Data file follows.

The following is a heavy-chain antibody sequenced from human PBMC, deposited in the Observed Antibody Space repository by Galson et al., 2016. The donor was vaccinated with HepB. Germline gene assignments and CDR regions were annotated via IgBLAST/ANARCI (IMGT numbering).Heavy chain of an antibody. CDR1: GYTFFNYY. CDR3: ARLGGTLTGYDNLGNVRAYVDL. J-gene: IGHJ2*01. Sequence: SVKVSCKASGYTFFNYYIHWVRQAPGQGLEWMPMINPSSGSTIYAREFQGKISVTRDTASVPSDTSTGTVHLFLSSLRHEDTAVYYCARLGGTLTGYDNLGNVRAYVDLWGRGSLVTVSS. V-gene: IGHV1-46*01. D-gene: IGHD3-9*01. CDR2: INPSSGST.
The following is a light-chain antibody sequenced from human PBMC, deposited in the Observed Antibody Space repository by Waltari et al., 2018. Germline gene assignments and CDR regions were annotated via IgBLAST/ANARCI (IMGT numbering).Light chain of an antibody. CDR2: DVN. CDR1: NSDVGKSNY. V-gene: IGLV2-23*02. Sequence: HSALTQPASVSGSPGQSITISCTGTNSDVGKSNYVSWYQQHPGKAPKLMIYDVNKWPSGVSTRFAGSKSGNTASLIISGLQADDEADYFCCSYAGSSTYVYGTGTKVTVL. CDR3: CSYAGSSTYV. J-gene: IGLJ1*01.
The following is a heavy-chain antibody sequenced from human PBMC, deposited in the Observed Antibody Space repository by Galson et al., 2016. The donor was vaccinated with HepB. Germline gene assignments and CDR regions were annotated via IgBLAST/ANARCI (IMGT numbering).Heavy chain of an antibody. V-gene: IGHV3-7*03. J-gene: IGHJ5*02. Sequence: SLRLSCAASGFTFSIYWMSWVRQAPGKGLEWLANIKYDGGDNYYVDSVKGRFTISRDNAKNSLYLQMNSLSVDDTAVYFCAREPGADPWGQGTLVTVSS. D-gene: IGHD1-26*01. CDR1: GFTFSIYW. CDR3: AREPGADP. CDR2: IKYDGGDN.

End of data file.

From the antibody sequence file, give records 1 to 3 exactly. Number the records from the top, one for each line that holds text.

The following is a heavy-chain antibody sequenced from human PBMC, deposited in the Observed Antibody Space repository by Galson et al., 2016. The donor was vaccinated with HepB. Germline gene assignments and CDR regions were annotated via IgBLAST/ANARCI (IMGT numbering).Heavy chain of an antibody. CDR1: GYTFFNYY. CDR3: ARLGGTLTGYDNLGNVRAYVDL. J-gene: IGHJ2*01. Sequence: SVKVSCKASGYTFFNYYIHWVRQAPGQGLEWMPMINPSSGSTIYAREFQGKISVTRDTASVPSDTSTGTVHLFLSSLRHEDTAVYYCARLGGTLTGYDNLGNVRAYVDLWGRGSLVTVSS. V-gene: IGHV1-46*01. D-gene: IGHD3-9*01. CDR2: INPSSGST.
The following is a light-chain antibody sequenced from human PBMC, deposited in the Observed Antibody Space repository by Waltari et al., 2018. Germline gene assignments and CDR regions were annotated via IgBLAST/ANARCI (IMGT numbering).Light chain of an antibody. CDR2: DVN. CDR1: NSDVGKSNY. V-gene: IGLV2-23*02. Sequence: HSALTQPASVSGSPGQSITISCTGTNSDVGKSNYVSWYQQHPGKAPKLMIYDVNKWPSGVSTRFAGSKSGNTASLIISGLQADDEADYFCCSYAGSSTYVYGTGTKVTVL. CDR3: CSYAGSSTYV. J-gene: IGLJ1*01.
The following is a heavy-chain antibody sequenced from human PBMC, deposited in the Observed Antibody Space repository by Galson et al., 2016. The donor was vaccinated with HepB. Germline gene assignments and CDR regions were annotated via IgBLAST/ANARCI (IMGT numbering).Heavy chain of an antibody. V-gene: IGHV3-7*03. J-gene: IGHJ5*02. Sequence: SLRLSCAASGFTFSIYWMSWVRQAPGKGLEWLANIKYDGGDNYYVDSVKGRFTISRDNAKNSLYLQMNSLSVDDTAVYFCAREPGADPWGQGTLVTVSS. D-gene: IGHD1-26*01. CDR1: GFTFSIYW. CDR3: AREPGADP. CDR2: IKYDGGDN.